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Big

Big: (adj) of considerable size, extent or intensity.

Dictionary B

“Big Jon.”

That’s what everybody used to call me.

It was their way of acknowledging that I was a large person without using terms like chubby, tubby, overweight, portly, plump or God forbid–fat.

But as I grew older and wiser, I realized that behind every use of the word “big” was a parenthetical inclusion of “fat.”

Even though politeness is very polite, it is often misleading, if not flat-out lying.

I was able to pull off “Big Jon” for a long time because I could lift couches, play sports, and pant and sweat my way to physical equality.

But age caught up with me, and the passing years have robbed me of the courtesy of being big, and just made me obese.

For the record, there is absolutely no charm in “Obese Jon.”

When is it good to be big?

I was told when I was younger that having big dreams, big plans and big goals was a sign of vision. Then I realized that this particular view of life could blind you with ambition, leaving you stumbling in the darkness of despair.

Somewhere in between small and big lies real.

It’s what we’re all looking for.

It’s that part of the mission of our life journey which is achievable instead of under-promoted or overwrought.

I have reached a time when I need to stop being so big.

My body, my emotions and my ego … all need to go on a diet.Donate Button

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Belittle

Belittle: (v) to make someone or something seem unimportant.

Dictionary B

Those who belittle be “littler” than them belittled.

More and more as I age, in a season when conversation is salted with pepper, I realize that the absence of legitimate talent causes us to attack contributors out of a fear that we, ourselves, are nothing.

Even when I find myself being cynical, I realize it’s because I am jealous of those who have received attention, while my efforts have been relegated to the position of backstage storage.

We belittle because we be “littler.”

That’s the truth of the matter.

There isn’t a great idea ever hatched in the mind of a mortal that has not been forced to endure the ridicule of the ignorant.

It is why we suffer from a dearth of inspiration.

It’s not because the inspiration is unavailable. Those inspired lack the emotional armor to survive the gauntlet of the unrighteous condemners.

It is too bad that goodness is plagued by sensitivity–because for it to gain voice, it needs to escape temporary damnation.

I swear to myself that I will never belittle again. And then, because of my insecurity, I attack in order to protect my ego.

When it’s over, I feel bad.

But unfortunately, the moment has passed, and the chance to embrace beauty has been scared away … by my beast.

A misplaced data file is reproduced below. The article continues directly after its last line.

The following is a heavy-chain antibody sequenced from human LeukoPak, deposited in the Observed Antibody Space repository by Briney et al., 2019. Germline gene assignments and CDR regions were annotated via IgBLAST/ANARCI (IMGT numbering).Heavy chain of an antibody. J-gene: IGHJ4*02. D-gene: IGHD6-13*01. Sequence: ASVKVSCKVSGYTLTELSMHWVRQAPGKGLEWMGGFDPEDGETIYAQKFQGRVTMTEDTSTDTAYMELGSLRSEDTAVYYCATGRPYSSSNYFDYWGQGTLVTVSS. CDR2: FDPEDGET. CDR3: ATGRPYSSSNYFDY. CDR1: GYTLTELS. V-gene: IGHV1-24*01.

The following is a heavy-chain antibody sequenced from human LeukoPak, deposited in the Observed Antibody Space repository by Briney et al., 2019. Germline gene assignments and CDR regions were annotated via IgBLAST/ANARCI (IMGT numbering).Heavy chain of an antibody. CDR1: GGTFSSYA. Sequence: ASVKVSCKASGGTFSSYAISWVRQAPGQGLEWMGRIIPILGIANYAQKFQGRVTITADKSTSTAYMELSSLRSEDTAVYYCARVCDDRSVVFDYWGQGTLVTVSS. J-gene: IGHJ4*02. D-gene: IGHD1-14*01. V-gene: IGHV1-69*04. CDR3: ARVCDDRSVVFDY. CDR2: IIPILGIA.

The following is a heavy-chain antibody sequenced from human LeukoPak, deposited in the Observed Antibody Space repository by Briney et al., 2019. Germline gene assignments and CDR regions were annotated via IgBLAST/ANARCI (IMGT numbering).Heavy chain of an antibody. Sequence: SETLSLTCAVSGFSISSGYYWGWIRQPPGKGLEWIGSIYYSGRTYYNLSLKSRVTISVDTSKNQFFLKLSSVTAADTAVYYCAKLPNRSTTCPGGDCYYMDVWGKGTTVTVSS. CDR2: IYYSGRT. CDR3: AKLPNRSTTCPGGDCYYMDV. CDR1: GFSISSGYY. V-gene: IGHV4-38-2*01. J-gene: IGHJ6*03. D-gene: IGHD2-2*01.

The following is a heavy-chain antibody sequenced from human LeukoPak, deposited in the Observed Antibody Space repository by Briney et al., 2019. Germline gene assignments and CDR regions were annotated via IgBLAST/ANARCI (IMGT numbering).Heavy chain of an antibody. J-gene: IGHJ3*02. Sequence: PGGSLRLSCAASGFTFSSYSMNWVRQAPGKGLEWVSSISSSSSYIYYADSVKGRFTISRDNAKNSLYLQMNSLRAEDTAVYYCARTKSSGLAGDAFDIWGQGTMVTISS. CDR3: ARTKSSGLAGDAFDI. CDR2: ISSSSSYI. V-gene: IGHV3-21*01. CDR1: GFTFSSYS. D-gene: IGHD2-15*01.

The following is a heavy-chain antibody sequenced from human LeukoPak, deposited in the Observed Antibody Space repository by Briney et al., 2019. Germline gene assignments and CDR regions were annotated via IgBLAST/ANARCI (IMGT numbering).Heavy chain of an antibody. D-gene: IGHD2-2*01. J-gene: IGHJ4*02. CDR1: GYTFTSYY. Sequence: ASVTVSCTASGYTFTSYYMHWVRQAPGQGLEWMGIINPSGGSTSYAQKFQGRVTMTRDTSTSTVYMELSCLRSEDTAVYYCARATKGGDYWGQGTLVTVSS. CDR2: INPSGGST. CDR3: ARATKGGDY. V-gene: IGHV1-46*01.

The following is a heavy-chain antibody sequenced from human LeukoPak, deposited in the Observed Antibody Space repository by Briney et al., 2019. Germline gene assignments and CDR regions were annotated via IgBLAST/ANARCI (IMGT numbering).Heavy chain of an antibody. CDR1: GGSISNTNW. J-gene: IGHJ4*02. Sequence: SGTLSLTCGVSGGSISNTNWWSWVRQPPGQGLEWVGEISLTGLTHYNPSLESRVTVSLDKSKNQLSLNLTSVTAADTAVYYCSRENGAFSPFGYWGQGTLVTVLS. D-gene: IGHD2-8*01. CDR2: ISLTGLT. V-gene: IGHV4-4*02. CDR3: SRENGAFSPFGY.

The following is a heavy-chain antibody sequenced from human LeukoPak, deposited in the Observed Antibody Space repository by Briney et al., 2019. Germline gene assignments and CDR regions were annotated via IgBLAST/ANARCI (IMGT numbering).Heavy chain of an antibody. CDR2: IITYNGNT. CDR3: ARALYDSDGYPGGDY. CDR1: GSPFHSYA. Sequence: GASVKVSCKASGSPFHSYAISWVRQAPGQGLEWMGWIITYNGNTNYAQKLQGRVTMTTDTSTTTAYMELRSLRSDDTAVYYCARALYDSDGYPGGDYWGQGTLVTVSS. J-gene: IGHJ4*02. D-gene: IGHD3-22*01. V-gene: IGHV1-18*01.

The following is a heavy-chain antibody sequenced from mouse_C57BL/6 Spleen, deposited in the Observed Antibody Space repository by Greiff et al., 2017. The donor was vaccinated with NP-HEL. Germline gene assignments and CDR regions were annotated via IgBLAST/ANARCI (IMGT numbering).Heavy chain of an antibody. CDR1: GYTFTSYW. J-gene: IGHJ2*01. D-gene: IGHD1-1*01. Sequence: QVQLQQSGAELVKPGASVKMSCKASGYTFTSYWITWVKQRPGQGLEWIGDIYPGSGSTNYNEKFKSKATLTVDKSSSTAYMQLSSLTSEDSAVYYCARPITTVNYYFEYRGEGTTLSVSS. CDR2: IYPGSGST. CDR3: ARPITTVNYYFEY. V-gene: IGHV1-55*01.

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Audience

Audience: (n) the assembled spectators or listeners at a public event, such as a play, movie, concert, or meeting.

dictionary with letter A

You may speculate that they are spectators, but the word “audience” literally means that they are there to listen.

As listeners, they are not compelled to feed your ego nor respond to your whim.

If the person sharing is not willing to communicate clearly, or provide a balance of entertainment and inspiration, then he should be prepared for the audience to take its ears elsewhere.

That’s a simple fact.

After many, many years of sharing, performing, presenting, or whatever word you prefer, in front of hundreds of thousands of human souls, I will tell you that I have never come across any gathering that did all the work for me.

Some are friendlier, and some are like a Wells Fargo safe which has to be cracked meticulously in order to find the treasures within.

With the introduction of YouTubes and Internet blogs, there are many fledgling artists who think that having ten thousand “likes” or a million hits is a passage to success.

It is not.

There are three things that tell you that you’ve reached your audience:

  1. Do they get quiet when they’re supposed to get quiet?

Noisy is easy. Getting people quiet is an art.

  1. Do they want more of what you have and are they willing to commit either their time or money to confirm that devotion?

It is a fickle day we live in. The 24-hour news cycle has turned the American attention span and the allegiance of the American audience into the actions of a housefly at a July 4th picnic.

  1. Are they leaving the performance, lecture or interaction a little different than when they came in?

America is desperately searching for answers, while simultaneously pretending that such data is unnecessary.

Solve a problem–save a soul.

It’s really that easy.